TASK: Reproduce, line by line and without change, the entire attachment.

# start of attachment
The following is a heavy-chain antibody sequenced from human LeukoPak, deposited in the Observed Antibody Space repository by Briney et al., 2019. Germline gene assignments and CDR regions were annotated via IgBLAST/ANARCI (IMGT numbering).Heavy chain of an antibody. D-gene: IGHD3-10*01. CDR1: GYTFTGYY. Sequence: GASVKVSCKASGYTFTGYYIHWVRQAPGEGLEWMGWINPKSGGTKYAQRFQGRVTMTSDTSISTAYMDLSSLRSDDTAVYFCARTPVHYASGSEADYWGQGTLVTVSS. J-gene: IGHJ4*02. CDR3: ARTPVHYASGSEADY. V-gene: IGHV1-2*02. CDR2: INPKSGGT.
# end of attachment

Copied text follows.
The following is a heavy-chain antibody sequenced from human LeukoPak, deposited in the Observed Antibody Space repository by Briney et al., 2019. Germline gene assignments and CDR regions were annotated via IgBLAST/ANARCI (IMGT numbering).Heavy chain of an antibody. D-gene: IGHD3-10*01. CDR1: GYTFTGYY. Sequence: GASVKVSCKASGYTFTGYYIHWVRQAPGEGLEWMGWINPKSGGTKYAQRFQGRVTMTSDTSISTAYMDLSSLRSDDTAVYFCARTPVHYASGSEADYWGQGTLVTVSS. J-gene: IGHJ4*02. CDR3: ARTPVHYASGSEADY. V-gene: IGHV1-2*02. CDR2: INPKSGGT.